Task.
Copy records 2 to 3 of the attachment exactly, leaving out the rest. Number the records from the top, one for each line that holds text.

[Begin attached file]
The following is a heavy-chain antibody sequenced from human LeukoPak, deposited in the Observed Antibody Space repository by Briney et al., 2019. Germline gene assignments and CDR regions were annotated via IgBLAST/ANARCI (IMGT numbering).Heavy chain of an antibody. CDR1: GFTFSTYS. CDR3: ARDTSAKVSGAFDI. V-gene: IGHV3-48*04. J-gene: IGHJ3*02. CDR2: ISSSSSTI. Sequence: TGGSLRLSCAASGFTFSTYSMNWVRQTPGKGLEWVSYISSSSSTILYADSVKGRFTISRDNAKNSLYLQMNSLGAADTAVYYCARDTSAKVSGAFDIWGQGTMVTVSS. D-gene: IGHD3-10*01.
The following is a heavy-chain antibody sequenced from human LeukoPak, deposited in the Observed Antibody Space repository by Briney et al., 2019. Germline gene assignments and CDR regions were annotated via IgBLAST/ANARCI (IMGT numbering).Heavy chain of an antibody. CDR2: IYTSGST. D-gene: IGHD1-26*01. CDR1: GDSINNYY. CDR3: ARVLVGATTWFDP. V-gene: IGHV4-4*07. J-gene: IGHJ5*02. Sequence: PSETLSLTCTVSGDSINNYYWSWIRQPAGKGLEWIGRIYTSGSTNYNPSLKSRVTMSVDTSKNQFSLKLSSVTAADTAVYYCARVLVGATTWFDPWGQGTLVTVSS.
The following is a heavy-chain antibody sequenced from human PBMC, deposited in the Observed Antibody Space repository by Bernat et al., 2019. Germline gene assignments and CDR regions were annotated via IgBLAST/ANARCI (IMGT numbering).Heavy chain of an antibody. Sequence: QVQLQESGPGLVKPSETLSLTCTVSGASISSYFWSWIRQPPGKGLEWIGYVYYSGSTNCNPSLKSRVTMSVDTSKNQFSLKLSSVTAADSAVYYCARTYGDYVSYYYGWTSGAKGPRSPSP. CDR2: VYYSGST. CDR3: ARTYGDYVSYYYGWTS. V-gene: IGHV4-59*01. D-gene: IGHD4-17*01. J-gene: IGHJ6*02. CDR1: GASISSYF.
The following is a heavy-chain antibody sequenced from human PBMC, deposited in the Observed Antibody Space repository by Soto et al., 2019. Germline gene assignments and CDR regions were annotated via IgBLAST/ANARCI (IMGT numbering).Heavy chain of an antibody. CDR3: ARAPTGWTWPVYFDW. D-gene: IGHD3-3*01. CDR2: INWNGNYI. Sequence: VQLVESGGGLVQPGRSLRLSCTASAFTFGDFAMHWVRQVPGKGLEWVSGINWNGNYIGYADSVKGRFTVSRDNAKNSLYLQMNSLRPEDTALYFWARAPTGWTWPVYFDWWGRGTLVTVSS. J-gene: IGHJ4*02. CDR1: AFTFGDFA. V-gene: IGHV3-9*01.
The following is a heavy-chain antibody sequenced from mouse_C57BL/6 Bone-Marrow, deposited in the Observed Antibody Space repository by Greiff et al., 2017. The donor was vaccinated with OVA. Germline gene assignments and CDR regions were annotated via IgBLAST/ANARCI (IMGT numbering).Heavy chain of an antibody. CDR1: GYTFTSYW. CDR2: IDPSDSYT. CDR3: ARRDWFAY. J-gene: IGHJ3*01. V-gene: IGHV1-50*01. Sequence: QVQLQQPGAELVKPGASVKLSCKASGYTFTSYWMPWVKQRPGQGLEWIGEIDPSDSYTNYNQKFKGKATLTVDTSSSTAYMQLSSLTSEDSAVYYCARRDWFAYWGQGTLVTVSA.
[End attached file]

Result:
The following is a heavy-chain antibody sequenced from human LeukoPak, deposited in the Observed Antibody Space repository by Briney et al., 2019. Germline gene assignments and CDR regions were annotated via IgBLAST/ANARCI (IMGT numbering).Heavy chain of an antibody. CDR2: IYTSGST. D-gene: IGHD1-26*01. CDR1: GDSINNYY. CDR3: ARVLVGATTWFDP. V-gene: IGHV4-4*07. J-gene: IGHJ5*02. Sequence: PSETLSLTCTVSGDSINNYYWSWIRQPAGKGLEWIGRIYTSGSTNYNPSLKSRVTMSVDTSKNQFSLKLSSVTAADTAVYYCARVLVGATTWFDPWGQGTLVTVSS.
The following is a heavy-chain antibody sequenced from human PBMC, deposited in the Observed Antibody Space repository by Bernat et al., 2019. Germline gene assignments and CDR regions were annotated via IgBLAST/ANARCI (IMGT numbering).Heavy chain of an antibody. Sequence: QVQLQESGPGLVKPSETLSLTCTVSGASISSYFWSWIRQPPGKGLEWIGYVYYSGSTNCNPSLKSRVTMSVDTSKNQFSLKLSSVTAADSAVYYCARTYGDYVSYYYGWTSGAKGPRSPSP. CDR2: VYYSGST. CDR3: ARTYGDYVSYYYGWTS. V-gene: IGHV4-59*01. D-gene: IGHD4-17*01. J-gene: IGHJ6*02. CDR1: GASISSYF.